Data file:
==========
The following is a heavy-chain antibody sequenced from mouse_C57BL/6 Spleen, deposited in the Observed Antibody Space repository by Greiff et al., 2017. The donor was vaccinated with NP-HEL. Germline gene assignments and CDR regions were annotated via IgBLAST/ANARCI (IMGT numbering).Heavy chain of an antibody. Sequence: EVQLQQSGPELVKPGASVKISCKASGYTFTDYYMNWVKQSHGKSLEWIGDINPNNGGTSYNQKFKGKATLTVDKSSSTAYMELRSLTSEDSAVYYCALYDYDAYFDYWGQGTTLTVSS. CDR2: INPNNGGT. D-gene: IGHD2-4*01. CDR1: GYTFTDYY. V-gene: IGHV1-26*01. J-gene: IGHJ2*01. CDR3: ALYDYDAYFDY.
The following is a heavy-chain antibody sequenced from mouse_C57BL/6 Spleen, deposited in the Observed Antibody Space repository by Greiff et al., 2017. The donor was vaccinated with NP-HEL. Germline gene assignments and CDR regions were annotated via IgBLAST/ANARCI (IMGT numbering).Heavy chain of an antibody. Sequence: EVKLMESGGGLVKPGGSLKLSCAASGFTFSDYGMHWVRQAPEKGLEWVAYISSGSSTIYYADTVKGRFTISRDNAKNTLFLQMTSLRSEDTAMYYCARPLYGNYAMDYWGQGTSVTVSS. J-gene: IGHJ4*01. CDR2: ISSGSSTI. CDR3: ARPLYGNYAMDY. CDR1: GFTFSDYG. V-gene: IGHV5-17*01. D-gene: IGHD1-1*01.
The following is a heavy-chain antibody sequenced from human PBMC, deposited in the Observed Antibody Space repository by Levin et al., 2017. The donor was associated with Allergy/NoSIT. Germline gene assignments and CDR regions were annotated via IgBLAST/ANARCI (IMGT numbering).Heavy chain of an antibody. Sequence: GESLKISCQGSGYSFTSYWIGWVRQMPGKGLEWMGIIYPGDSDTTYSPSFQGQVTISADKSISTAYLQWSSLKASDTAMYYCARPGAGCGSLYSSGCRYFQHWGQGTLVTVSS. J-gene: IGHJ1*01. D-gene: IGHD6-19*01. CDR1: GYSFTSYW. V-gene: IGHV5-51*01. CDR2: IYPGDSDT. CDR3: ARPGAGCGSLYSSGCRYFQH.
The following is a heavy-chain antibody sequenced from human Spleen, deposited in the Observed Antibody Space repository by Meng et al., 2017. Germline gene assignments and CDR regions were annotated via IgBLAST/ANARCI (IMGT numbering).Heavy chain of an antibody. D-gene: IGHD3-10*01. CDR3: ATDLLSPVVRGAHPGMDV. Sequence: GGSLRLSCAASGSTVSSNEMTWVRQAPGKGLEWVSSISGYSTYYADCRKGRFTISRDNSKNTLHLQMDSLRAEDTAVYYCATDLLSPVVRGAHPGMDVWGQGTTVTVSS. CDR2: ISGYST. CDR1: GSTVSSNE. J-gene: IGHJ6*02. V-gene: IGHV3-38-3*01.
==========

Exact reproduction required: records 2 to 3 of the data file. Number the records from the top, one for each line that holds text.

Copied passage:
The following is a heavy-chain antibody sequenced from mouse_C57BL/6 Spleen, deposited in the Observed Antibody Space repository by Greiff et al., 2017. The donor was vaccinated with NP-HEL. Germline gene assignments and CDR regions were annotated via IgBLAST/ANARCI (IMGT numbering).Heavy chain of an antibody. Sequence: EVKLMESGGGLVKPGGSLKLSCAASGFTFSDYGMHWVRQAPEKGLEWVAYISSGSSTIYYADTVKGRFTISRDNAKNTLFLQMTSLRSEDTAMYYCARPLYGNYAMDYWGQGTSVTVSS. J-gene: IGHJ4*01. CDR2: ISSGSSTI. CDR3: ARPLYGNYAMDY. CDR1: GFTFSDYG. V-gene: IGHV5-17*01. D-gene: IGHD1-1*01.
The following is a heavy-chain antibody sequenced from human PBMC, deposited in the Observed Antibody Space repository by Levin et al., 2017. The donor was associated with Allergy/NoSIT. Germline gene assignments and CDR regions were annotated via IgBLAST/ANARCI (IMGT numbering).Heavy chain of an antibody. Sequence: GESLKISCQGSGYSFTSYWIGWVRQMPGKGLEWMGIIYPGDSDTTYSPSFQGQVTISADKSISTAYLQWSSLKASDTAMYYCARPGAGCGSLYSSGCRYFQHWGQGTLVTVSS. J-gene: IGHJ1*01. D-gene: IGHD6-19*01. CDR1: GYSFTSYW. V-gene: IGHV5-51*01. CDR2: IYPGDSDT. CDR3: ARPGAGCGSLYSSGCRYFQH.